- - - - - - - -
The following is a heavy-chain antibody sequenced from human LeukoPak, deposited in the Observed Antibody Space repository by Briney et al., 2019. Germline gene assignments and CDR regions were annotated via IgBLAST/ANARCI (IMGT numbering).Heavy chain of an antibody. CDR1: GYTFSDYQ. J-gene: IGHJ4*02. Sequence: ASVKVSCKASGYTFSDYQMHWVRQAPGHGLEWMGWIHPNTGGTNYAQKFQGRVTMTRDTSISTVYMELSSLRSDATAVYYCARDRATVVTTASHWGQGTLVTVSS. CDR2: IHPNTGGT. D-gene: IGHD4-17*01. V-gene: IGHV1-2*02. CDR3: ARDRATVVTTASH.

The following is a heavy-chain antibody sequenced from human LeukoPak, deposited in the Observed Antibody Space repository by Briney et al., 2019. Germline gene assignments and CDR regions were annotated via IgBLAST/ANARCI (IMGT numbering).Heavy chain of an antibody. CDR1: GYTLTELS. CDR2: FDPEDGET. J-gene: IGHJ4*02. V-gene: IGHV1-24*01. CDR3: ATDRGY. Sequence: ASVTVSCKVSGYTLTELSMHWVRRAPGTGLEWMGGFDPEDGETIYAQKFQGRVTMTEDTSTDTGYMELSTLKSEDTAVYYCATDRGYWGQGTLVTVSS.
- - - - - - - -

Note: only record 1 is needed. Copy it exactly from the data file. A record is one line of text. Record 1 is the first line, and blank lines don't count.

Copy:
The following is a heavy-chain antibody sequenced from human LeukoPak, deposited in the Observed Antibody Space repository by Briney et al., 2019. Germline gene assignments and CDR regions were annotated via IgBLAST/ANARCI (IMGT numbering).Heavy chain of an antibody. CDR1: GYTFSDYQ. J-gene: IGHJ4*02. Sequence: ASVKVSCKASGYTFSDYQMHWVRQAPGHGLEWMGWIHPNTGGTNYAQKFQGRVTMTRDTSISTVYMELSSLRSDATAVYYCARDRATVVTTASHWGQGTLVTVSS. CDR2: IHPNTGGT. D-gene: IGHD4-17*01. V-gene: IGHV1-2*02. CDR3: ARDRATVVTTASH.